Newtown, CT – March 11, 2016
A survey by the New England Journal of Medicine Catalyst shows that health care organizations are much less ready to face into the new world of APMs than physicians – There are several important findings from that survey. First, most providers aren’t feeling the effects of alternative payment models. Second, in the words of the authors: “in short, the picture painted by these data is that, at this point, provider organizations tend to deal with pressure for efficiency by adding systems (i.e., care coordinators) and trying to increase their market share of care that is delivered. Changing how care is actually delivered is a less attractive option.” The respondents indicate that their main concern is to reduce the volume of services delivered outside the system, which can only reduce costs and improve efficiency if the services delivered within are less expensive than outside. Third, physician organizations are doing what you would expect when they’re in charge of patients, which is to find the least expensive, more efficient and effective ways of managing patients. Fourth, health systems and physician organizations are clearly more comfortable focusing on improving quality. None of this is surprising and begs the question about what exactly was CMS celebrating about recently when claiming that they had reached a milestone in moving payment to alternative forms to fee-for-service.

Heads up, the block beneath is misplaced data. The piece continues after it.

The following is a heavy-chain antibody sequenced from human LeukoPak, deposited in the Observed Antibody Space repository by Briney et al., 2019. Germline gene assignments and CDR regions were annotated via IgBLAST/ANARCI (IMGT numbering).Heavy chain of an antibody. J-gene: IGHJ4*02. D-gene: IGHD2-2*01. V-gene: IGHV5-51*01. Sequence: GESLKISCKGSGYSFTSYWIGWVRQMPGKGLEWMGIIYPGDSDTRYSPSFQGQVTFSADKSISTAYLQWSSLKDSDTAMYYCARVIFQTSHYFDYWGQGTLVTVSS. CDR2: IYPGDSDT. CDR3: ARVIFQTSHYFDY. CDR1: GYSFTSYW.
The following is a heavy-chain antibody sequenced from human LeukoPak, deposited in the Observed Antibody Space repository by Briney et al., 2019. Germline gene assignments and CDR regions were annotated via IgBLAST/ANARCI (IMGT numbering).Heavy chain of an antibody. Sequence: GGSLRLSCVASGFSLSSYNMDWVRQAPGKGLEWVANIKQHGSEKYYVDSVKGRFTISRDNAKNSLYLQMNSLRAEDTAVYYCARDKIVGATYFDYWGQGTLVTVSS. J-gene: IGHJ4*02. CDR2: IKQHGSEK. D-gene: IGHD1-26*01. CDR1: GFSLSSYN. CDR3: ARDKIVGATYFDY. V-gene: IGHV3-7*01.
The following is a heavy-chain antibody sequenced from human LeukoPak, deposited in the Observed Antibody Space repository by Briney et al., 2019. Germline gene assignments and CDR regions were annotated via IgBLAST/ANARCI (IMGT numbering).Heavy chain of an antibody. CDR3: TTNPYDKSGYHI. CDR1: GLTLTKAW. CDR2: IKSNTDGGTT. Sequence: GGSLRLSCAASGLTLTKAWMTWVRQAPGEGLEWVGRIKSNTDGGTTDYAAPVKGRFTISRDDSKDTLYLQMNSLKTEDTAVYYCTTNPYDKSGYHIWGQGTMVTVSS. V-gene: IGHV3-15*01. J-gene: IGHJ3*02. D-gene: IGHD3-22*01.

What this means to you – Our own survey of health plans and providers indicates that the vast majority of “alternative payment models” are simply add-ons. There’s no real financial risk involved. The most popular (for obvious reasons) Medicare APM is the shared savings program, which is upside only. The vast majority of health plans have similar programs and when we ask why they haven’t introduced downside risk yet, the answer is usually that providers aren’t ready. The NEJM Catalyst survey tells us that providers will never be ready, so while the health plans are waiting for providers, the providers are waiting for the health plans. Payers, including employers, have to take this to heart. Unless they start implementing APMs that includes downside financial risk, the system will not change. That said, it is pretty clear that physician organizations, whether formal independent physician associations or medical groups, are far more able to produce efficiencies than health systems. The physicians are busy trying to find the best site of service for the patients, while the health systems are busy trying to find ways to lock patients in. For the former, the patient management philosophy is generally about what’s good for the patient, while for the latter, it’s usually about what’s good for the organization. States, contrarily to the federal government, have understood this and developed programs that are not just hospital or health system-centered. Instead they engage clinicians in making good decisions for patients, and for themselves, and are putting them in the driver’s seat to bring about the needed change we all want. The NEJM Catalyst survey shows how right States are in their approach and how wrong the federal government’s approach has been and continues to be.
Francois de Brantes